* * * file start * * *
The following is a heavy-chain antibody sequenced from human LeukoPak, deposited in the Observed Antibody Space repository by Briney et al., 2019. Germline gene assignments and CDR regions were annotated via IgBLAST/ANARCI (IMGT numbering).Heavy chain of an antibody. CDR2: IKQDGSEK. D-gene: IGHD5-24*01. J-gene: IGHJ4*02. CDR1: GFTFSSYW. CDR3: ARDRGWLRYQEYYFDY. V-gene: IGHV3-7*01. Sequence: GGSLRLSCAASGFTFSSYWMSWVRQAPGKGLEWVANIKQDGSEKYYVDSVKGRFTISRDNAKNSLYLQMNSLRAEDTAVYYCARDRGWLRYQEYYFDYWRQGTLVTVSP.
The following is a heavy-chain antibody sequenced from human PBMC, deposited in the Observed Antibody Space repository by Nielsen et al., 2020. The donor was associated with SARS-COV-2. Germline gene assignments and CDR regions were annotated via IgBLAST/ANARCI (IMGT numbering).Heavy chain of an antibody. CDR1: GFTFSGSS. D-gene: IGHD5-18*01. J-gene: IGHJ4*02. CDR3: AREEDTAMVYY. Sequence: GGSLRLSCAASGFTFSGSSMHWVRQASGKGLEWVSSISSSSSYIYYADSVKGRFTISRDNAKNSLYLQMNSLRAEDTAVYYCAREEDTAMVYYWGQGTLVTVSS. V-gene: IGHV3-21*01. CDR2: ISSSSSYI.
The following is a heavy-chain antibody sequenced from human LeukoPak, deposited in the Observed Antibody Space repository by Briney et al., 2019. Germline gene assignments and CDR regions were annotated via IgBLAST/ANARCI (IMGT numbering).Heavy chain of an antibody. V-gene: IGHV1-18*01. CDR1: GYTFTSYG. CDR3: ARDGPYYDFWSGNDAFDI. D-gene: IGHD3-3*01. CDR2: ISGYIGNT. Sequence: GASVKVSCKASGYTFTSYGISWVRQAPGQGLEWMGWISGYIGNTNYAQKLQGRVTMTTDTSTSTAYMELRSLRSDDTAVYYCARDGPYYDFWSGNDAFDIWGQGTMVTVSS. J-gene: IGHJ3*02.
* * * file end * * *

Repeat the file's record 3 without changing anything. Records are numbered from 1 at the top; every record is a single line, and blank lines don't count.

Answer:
The following is a heavy-chain antibody sequenced from human LeukoPak, deposited in the Observed Antibody Space repository by Briney et al., 2019. Germline gene assignments and CDR regions were annotated via IgBLAST/ANARCI (IMGT numbering).Heavy chain of an antibody. V-gene: IGHV1-18*01. CDR1: GYTFTSYG. CDR3: ARDGPYYDFWSGNDAFDI. D-gene: IGHD3-3*01. CDR2: ISGYIGNT. Sequence: GASVKVSCKASGYTFTSYGISWVRQAPGQGLEWMGWISGYIGNTNYAQKLQGRVTMTTDTSTSTAYMELRSLRSDDTAVYYCARDGPYYDFWSGNDAFDIWGQGTMVTVSS. J-gene: IGHJ3*02.